Giro’s Terraduro is aimed squarely at the growing enduro race market, but you don’t have to have run a number plate on your trail bike to appreciate a shoe that balances on-the-bike performance with just enough flex to make it comfortable for the inevitable hike-a-bike sections that come with big mountain riding.
- Highs: Comfortable on and off the bike; excellent traction in most conditions
- Lows: Early versions plagued by delamination issues; not the quickest drying shoe due to a thick, padded tongue
The fit of the Terraduro is good; it’s neither notably wide nor too skinny for most. The toe box does have slightly more room than comparable Giro models such as the Code and Privateer, though not to the extent of the company’s HV (high volume) versions. There’s just enough breathing room to keep your little piggies protected when your shoe kisses a rock.
Two Velcro straps and a replaceable ratcheting buckle provide adjustments, while scuff-resistant panels on the toebox and sides have withstood numerous encounters with stubborn rocks that refused to yield the trail. The padded tongue is thick and comfortable, however it takes a long time to dry out, should you dunk your feet during creek crossings.
The Terraduro uses a nylon shank that’s stiff through the midsole and has a built in flex zone in the forefoot that makes it significantly easier to walk in than carbon-soled shoes.
The Vibram Mont rubber lugs are a welcome change from the hard plastic tread still found on too many clipless mountain bike shoes. This Vibram rubber provides ample traction when dabbing or scrambling up rocks and even holds its own on slimy roots.
The sturdy upper and Vibram rubber outsole add a bit of weight — my test pair of size 41 Terraduros weighed in at 420g — when compare to carbon-soled race slippers such as Giro’s own 315g Empire VR 90. This is an acceptable trade-off for such a well-rounded shoe.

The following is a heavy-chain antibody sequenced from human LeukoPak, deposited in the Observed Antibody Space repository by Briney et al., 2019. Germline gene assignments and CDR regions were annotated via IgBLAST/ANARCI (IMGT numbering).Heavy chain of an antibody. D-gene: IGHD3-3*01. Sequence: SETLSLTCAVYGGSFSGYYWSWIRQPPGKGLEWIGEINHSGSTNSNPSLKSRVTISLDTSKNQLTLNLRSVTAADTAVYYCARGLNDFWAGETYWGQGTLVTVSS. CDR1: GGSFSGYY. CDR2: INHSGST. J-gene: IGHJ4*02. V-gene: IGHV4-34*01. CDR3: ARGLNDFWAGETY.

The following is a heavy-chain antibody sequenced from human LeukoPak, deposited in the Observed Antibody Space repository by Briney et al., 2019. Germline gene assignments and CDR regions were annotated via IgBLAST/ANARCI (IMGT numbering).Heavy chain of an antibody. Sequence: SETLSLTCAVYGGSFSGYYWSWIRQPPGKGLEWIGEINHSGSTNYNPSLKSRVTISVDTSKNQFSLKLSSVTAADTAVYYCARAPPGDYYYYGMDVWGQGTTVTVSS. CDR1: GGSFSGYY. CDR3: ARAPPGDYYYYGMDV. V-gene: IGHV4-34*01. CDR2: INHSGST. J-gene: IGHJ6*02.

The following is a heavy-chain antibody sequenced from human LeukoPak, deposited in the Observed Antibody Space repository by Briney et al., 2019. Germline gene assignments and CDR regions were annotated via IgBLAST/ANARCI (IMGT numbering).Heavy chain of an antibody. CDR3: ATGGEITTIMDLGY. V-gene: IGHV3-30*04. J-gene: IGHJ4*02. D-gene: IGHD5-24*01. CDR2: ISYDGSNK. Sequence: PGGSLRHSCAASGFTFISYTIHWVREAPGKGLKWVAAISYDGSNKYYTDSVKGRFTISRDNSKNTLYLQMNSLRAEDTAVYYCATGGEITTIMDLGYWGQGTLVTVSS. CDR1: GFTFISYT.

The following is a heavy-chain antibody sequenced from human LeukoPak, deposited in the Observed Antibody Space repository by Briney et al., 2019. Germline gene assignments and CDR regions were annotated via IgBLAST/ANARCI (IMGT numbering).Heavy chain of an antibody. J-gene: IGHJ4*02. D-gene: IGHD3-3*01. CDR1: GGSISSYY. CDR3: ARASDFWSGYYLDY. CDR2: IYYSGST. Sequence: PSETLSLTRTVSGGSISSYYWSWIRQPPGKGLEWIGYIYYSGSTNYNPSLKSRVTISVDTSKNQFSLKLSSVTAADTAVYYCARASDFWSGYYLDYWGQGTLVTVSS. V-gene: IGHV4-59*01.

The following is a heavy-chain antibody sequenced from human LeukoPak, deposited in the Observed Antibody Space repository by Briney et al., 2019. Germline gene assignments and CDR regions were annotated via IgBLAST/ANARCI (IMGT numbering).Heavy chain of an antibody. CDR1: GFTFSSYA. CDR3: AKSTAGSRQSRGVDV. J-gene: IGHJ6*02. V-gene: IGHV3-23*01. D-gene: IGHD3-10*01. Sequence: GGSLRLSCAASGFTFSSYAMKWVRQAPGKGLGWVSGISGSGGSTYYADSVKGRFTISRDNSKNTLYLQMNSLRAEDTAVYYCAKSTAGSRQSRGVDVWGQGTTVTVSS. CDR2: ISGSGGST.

While marketed at enduro racers, I found the Terraduro to be a great option for general trail riding as well as bike-packing. I was ready to wholeheartedly recommend it as the ultimate clipless mountain bike shoe for everything short of cross-country and downhill racing, until my first pair of Terraduros met an untimely demise.
The Terraduro was designed for the rough and tumble world to enduro racing, so it should be exceedingly durable, right? Unfortunately, during one particularly long hike-a-bike section, the rubber outsoles on both shoes began to tear and pull away from the shank. To make sure this wasn’t just an anomaly, I picked up a second pair and experienced the same issue in short order.
According to Giro shoe product manager Simon Fisher, the problem began with the first production run. The wrong combination of primer and glue was used, which resulted in poor bonding between the Vibram rubber outsole and the nylon shank, causing the tread to separate from the rest of the shoe.
This was a massive disappointment for what was shaping up to be an exceptional shoe. To Giro’s credit, the company did everything in its power to remedy the problem and take care of Terraduro owners.
“We’ve redoubled out efforts to make sure this never happens again,” said Fisher.
Giro has set up this web page to help Terraduro owners.
According to Giro, if there is a date code, the shoes were produced to the correct manufacturing specifications. If there is no date code, the Terraduro shoes were not properly constructed and need to be warrantied. (The shoe shown here is a replacement shoe, in for a second round of testing.)
Back on track
BikeRadar tested two additional pairs of Terraduros and concluded that Giro has resolved the delamination issues myself and other riders experienced with this otherwise outstanding trail shoe
Giro sent a another pair of Terraduros for test. BikeRadar purchased an additional pair just to make sure that Giro had, in fact, solved the delamination issues that plagued early production runs. I’m proud to report that after more than 250-miles of riding and hike-a-biking in two pairs of Terraduros that they have shrugged off everything I’ve thrown at them. There have been no delamination issues and they are holding up extremely well.
Now that Giro has resolved its early production problems, I feel confident stating that the Terraduro is a class-leading trail shoe. It’s the type of shoe that most mountain bikers should be wearing and, as I wrote in my 2014 Editor’s Picks, the Terraduro has been my go-to shoe for nearly every ride that doesn’t involve Lycra.
Editor’s note: This is an amended review. BikeRadar initially gave the Terraduro a one-star rating due to delamination issues. Testing has proven that Giro has resolved our one — but very significant — complaint.